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It goes like this. On her walk to work, a driver wolf-whistles at her. She sits in a meeting and gets interrupted when she speaks. She is also told, with a hint of surprise, that she’s pretty articulate. She vents on social media and is told by strangers to go back to the kitchen. She frowns at this—and is told to smile more.

These little hits of everyday discrimination are the daily realities for many women and people of color, says Danielle Beatty Moody, a psychology professor at the University of Maryland, Baltimore County. They are indignities so ostensibly subtle that people who don’t experience them firsthand often think nothing of them. But these slivers of “disdain, distance, and disrespect” add up, over days and years: “It’s like a thousand tiny cuts,” Beatty Moody says.

In a new study, she and her colleagues have found more evidence that these psychological cuts have real physiological consequences. As first reported by the journalist Emily Willingham, the team studied a racially diverse group of 2,180 American women and found that those who regularly experienced everyday discrimination ended up with higher blood pressure a decade later.

There’s already a large body of work that links everyday discrimination—racism, mainly—to a variety of mental and physical health problems, including disturbed sleep, unhealthy weight, and cardiovascular symptoms. But many of these studies are cross-sectional—that is, they compare people’s current experiences with their current health. They can’t say if the former caused the latter, because they are just momentary snapshots. To get stronger evidence, researchers need prospective studies, which track the health of volunteers over time.

One such study, known as SWAN, began in 1994 as an attempt to learn more about the health of middle-aged American women. Its 3,300 volunteers, who came from diverse racial groups and were from age 42 to 52, turned up for extensive annual checkups to monitor their health for more than two decades. As part of that, they also answered questions about their experiences of everyday discrimination.

Those questions were developed by David Williams of Harvard University to capture what he calls “the ways in which the dignity and the respect of people who society does not value is chipped away on a daily basis.” They ask how often people are insulted, threatened, or harassed in their day-to-day life; how often they’re perceived as dishonest, dumb, or scary; how often they get poorer service at restaurants and stores; and how often they’re treated with less courtesy and respect than others.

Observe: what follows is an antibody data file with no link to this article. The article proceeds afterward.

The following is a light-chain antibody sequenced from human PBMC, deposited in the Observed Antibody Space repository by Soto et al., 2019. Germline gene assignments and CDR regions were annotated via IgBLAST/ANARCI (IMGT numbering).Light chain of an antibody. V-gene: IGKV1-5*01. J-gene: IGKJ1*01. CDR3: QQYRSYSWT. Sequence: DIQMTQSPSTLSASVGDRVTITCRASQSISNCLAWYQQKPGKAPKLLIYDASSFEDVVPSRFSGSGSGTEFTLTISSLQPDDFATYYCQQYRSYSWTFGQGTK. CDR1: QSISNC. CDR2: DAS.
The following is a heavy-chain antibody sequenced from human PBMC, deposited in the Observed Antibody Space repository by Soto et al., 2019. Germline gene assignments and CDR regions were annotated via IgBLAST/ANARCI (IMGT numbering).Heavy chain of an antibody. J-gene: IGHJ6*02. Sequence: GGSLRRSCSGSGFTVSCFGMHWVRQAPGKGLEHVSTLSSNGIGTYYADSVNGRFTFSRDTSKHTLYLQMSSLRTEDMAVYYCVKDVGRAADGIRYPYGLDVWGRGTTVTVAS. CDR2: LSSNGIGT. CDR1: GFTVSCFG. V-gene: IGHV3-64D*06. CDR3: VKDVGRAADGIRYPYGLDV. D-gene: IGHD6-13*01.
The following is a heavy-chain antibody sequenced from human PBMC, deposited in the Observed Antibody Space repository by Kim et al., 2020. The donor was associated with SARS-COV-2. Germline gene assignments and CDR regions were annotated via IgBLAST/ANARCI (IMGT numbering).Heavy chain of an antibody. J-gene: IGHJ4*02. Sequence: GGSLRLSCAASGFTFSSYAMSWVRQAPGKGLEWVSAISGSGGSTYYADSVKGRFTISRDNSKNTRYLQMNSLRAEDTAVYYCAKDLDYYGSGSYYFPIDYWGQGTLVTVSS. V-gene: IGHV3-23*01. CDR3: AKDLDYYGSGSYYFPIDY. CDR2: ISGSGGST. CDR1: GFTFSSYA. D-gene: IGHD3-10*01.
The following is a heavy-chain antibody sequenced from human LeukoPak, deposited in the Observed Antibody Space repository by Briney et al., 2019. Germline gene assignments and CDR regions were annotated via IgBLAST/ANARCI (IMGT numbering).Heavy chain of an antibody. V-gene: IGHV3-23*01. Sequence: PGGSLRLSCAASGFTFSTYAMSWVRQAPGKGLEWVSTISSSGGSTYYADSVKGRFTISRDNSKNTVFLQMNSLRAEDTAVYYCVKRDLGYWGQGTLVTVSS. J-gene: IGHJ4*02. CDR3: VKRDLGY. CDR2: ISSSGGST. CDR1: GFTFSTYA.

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By analyzing these data from the SWAN study, Beatty Moody and her team found that women who said they had experienced these slights “sometimes” or “often” had higher blood pressure than those who said they had experienced them more rarely. Specifically, after 10 years, the women’s systolic blood pressure was two units higher on average, and their diastolic blood pressure was one unit higher. That may seem small, but it makes a difference. One study that analyzed data from a million people concluded that if all middle-aged people reduced their systolic blood pressure by two units, deaths from heart disease and stroke would fall by 7 and 10 percent, respectively.

The only other prospective study that has considered discrimination and blood pressure found no link between the two, but it used only a small subset of Williams’s questions, and it tracked its volunteers only for four years. It may take longer for the consequences of discrimination to manifest, like a snowball gaining momentum as it rolls downhill.

Elizabeth Pascoe of the University of North Carolina at Asheville, who has also studied the link between discrimination and health, notes that it’s unclear whether Beatty Moody’s results would also apply to women of other age groups. Still, the study has many strengths. It used a scale that’s reliable and widely accepted, and its long-term data “increases support for a cause-and-effect relationship,” she says.

Beatty Moody’s team also found that women who experience more discrimination are more likely to put on weight, which in turn is linked to higher blood pressure. That makes sense, because routine discrimination is a chronic source of stress. “We often look for ways to manage stress, through self-soothing actions like eating food,” says Beatty Moody, “and our bodies are also doing it physiologically. Under stressful circumstances, we’re more likely to hold on to fat.”

It’s possible that overweight women are both more likely to face discrimination and have higher blood pressure, but the team tried to account for that. They reanalyzed their data after excluding any volunteers who thought that their physical appearance was the main reason for their negative experiences—and the results stayed the same. “When I first started this work, I really thought that the relationship between discrimination and blood pressure would stand on its own, independently of other traditional risk factors,” says Beatty Moody. “And that’s not how it works.”

That’s an important insight. When researchers look for connections between social experiences and health, they often treat traditional risk factors like body weight as “confounders”—that is, things that could also explain these connections, and should be adjusted for. That might be naive, because discrimination could influence those risk factors themselves.

“We certainly know that discrimination is bad for your health,” says Beatty Moody. “We’re beyond the point of that. We’re now trying to ask: For whom, how, and why?”

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